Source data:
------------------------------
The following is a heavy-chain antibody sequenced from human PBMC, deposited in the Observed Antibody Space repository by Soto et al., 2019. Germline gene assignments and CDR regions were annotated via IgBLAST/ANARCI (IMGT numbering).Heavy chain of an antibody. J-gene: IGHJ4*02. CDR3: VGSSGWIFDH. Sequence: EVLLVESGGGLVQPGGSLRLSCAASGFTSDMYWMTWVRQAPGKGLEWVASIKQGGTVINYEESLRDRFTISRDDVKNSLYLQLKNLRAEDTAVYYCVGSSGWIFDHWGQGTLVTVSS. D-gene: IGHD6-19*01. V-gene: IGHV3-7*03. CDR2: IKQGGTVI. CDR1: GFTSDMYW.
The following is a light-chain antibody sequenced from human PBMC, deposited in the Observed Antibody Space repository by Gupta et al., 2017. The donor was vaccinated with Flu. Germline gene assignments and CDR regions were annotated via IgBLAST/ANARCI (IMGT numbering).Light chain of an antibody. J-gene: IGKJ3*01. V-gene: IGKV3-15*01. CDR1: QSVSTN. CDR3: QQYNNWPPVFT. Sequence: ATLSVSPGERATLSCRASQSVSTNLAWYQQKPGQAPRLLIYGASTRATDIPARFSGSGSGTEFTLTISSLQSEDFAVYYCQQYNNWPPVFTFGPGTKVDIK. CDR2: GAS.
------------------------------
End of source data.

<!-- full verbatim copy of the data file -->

The following is a heavy-chain antibody sequenced from human PBMC, deposited in the Observed Antibody Space repository by Soto et al., 2019. Germline gene assignments and CDR regions were annotated via IgBLAST/ANARCI (IMGT numbering).Heavy chain of an antibody. J-gene: IGHJ4*02. CDR3: VGSSGWIFDH. Sequence: EVLLVESGGGLVQPGGSLRLSCAASGFTSDMYWMTWVRQAPGKGLEWVASIKQGGTVINYEESLRDRFTISRDDVKNSLYLQLKNLRAEDTAVYYCVGSSGWIFDHWGQGTLVTVSS. D-gene: IGHD6-19*01. V-gene: IGHV3-7*03. CDR2: IKQGGTVI. CDR1: GFTSDMYW.
The following is a light-chain antibody sequenced from human PBMC, deposited in the Observed Antibody Space repository by Gupta et al., 2017. The donor was vaccinated with Flu. Germline gene assignments and CDR regions were annotated via IgBLAST/ANARCI (IMGT numbering).Light chain of an antibody. J-gene: IGKJ3*01. V-gene: IGKV3-15*01. CDR1: QSVSTN. CDR3: QQYNNWPPVFT. Sequence: ATLSVSPGERATLSCRASQSVSTNLAWYQQKPGQAPRLLIYGASTRATDIPARFSGSGSGTEFTLTISSLQSEDFAVYYCQQYNNWPPVFTFGPGTKVDIK. CDR2: GAS.